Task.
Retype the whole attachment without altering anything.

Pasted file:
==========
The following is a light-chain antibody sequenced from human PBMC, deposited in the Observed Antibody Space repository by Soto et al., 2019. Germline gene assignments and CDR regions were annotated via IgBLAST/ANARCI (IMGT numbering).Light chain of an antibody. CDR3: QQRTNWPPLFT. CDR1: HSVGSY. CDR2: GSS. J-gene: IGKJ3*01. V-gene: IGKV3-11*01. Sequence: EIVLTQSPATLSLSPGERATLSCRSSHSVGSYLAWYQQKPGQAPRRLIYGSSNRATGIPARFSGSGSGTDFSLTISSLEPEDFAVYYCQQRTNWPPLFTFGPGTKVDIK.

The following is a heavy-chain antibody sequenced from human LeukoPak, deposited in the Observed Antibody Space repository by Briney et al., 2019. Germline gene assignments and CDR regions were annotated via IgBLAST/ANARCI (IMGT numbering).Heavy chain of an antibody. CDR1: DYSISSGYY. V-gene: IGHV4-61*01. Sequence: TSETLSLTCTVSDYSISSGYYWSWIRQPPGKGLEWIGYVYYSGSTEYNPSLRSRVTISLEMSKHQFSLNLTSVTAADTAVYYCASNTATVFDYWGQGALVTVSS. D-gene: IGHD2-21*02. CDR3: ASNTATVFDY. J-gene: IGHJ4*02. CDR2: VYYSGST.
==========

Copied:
The following is a light-chain antibody sequenced from human PBMC, deposited in the Observed Antibody Space repository by Soto et al., 2019. Germline gene assignments and CDR regions were annotated via IgBLAST/ANARCI (IMGT numbering).Light chain of an antibody. CDR3: QQRTNWPPLFT. CDR1: HSVGSY. CDR2: GSS. J-gene: IGKJ3*01. V-gene: IGKV3-11*01. Sequence: EIVLTQSPATLSLSPGERATLSCRSSHSVGSYLAWYQQKPGQAPRRLIYGSSNRATGIPARFSGSGSGTDFSLTISSLEPEDFAVYYCQQRTNWPPLFTFGPGTKVDIK.

The following is a heavy-chain antibody sequenced from human LeukoPak, deposited in the Observed Antibody Space repository by Briney et al., 2019. Germline gene assignments and CDR regions were annotated via IgBLAST/ANARCI (IMGT numbering).Heavy chain of an antibody. CDR1: DYSISSGYY. V-gene: IGHV4-61*01. Sequence: TSETLSLTCTVSDYSISSGYYWSWIRQPPGKGLEWIGYVYYSGSTEYNPSLRSRVTISLEMSKHQFSLNLTSVTAADTAVYYCASNTATVFDYWGQGALVTVSS. D-gene: IGHD2-21*02. CDR3: ASNTATVFDY. J-gene: IGHJ4*02. CDR2: VYYSGST.